Charles and Natasha have been a vital part of the local real estate community, and are active in the La Jolla Town Council.
Charles is also a non-practicing certified public accountant who, prior to his involvement in real estate, worked as a CFO for a Fortune 100 company. Natasha is a former high school teacher with a bachelors degree in physics and mathematics. For the past 14 years, Alexander has also been an options trader with stock market derivatives.
They’ll address trends in the marketplace, as well as answering questions from readers in their biweekly real estate column.
If you are considering purchasing a condominium, a club dominium, a townhouse or even a single-family detached home within a private community, you may come face-to-face with the HOA — homeowner’s association. In certain areas of San Diego, and particularly in La Jolla, HOAs are dominant. In fact, San Diego County claims more than 6,500 HOAs operate for the benefit of their respective housing communities.
A homeowner’s association is a legal entity, originally created by the builder. The intent is somewhat self-governing, giving the powers to the condominium owners to collect fees, maintain common areas, enforce maintenance and design standards, hire property managers and enforce CC&Rs (covenants, conditions and restrictions).
Some owners love the HOA because it enforces consistency and uniformity regarding exterior appearances, while others protest that the rules restrict personal expression. Regardless, most owners living with an HOA do enjoy paying someone else to manage, maintain and upkeep the exterior and common areas.
Sometime before the close of escrow, you will receive a set of HOA documents, which will likely be 100 pages or more, and may at first appear to be intimidating. As with all real estate-related documents, it is critical to review and understand these documents. These are not to be placed in a sealed moving box, not to be read for months or years to come. The HOA documents will typically include (1) bylaws and original charter; (2) history of changes or modifications and the respective voting status; (3) recent month’s financial statements; and (4) CC&Rs.
HOA rules and regulations apply equally to each owner, and they are not negotiable, nor can they be modified to suit the whims of each owner. One way to change the HOAs in the future is to actively participate on the board of directors and petition for change and to present the changes for a majority vote. Probably the three most important sections of the full set of HOA documents are the financial statements, CC&Rs and any current or pending legal actions.
The financial statements generally are not difficult to understand. If in doubt, however, seek out an accountant or someone you trust to interpret them for you. You want to understand the sources of funds (i.e., where the money is coming from — monthly fees, increases, decreases and owner defaults or delinquencies) and the application of funds — who gets them and how much is spent.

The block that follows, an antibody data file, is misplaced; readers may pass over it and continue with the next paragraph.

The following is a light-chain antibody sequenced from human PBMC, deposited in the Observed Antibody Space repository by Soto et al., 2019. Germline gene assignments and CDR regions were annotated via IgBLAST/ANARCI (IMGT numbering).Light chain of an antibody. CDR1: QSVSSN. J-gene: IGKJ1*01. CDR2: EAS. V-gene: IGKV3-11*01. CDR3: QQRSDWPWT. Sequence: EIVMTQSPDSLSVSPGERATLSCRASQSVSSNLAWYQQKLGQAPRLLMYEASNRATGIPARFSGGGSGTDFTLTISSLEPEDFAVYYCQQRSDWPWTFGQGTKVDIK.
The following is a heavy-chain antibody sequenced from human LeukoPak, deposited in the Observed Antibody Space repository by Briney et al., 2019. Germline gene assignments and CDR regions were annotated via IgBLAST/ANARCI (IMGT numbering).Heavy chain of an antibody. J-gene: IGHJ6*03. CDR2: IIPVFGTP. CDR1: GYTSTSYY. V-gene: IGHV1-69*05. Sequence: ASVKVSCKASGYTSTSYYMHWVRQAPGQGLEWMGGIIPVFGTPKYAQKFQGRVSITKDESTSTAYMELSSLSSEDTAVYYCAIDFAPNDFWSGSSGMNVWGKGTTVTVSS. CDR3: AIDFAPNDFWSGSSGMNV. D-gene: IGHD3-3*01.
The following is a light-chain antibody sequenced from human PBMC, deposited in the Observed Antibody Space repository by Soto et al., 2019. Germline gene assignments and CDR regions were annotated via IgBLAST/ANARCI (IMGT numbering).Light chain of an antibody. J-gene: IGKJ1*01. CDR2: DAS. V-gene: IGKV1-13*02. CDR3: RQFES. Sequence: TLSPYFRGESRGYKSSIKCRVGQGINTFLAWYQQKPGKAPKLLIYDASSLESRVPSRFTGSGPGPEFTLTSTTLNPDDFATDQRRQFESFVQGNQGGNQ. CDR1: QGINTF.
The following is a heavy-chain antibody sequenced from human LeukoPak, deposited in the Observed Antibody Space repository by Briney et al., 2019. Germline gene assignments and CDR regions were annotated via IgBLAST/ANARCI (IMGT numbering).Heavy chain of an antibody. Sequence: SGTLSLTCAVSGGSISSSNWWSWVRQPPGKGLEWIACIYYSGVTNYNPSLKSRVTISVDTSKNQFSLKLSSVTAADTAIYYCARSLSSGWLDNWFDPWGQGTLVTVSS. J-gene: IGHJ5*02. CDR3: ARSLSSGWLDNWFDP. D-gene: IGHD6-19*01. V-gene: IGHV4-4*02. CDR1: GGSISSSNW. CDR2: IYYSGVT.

It is important to note sufficient funds to pay for operating expenses, and that there is sufficient excess to contribute to the reserve account. The reserve account is where many HOAs have difficulty. The reserve is nothing more than the equivalent of a savings account where funds are being accumulated to adequately pay for large, lesser-recurring events like elevator and roof replacement, pool and spa resurfacing, lobby upgrades, etc. If at some point in the future, the reserve account is inadequate or if a significant and unexpected expense arises, the HOA may levy a special assessment against each owner. This may take the form of a one-time lump-sum cash assessment or a pro-rated increase added to future monthly fees, until such time as the deficit is eliminated.
The CC&Rs are a set of governing rules that apply to the use or restricted use and access of common areas, with regard to parking spaces, pool and spa regulations, use of social or meeting rooms, rental terms (should owners choose to rent their units), window and door designs, exterior paint colors, interior construction or remodeling, etc. These rules generally apply to owners, visitors and renters.
Lastly, you want to search the documents for any notification of legal action (past, present or pending) and any complaints, especially those related to defects voiced by owners. Each of these may suggest a future liability — and any liability represents the likelihood of additional costs to the owners.
Do you have a question about real estate in San Diego? Send your inquiries to Cschevker@san.rr.com. We will respond directly to you, and those questions that have a broader appeal will be published along with our next column in La Jolla TODAY.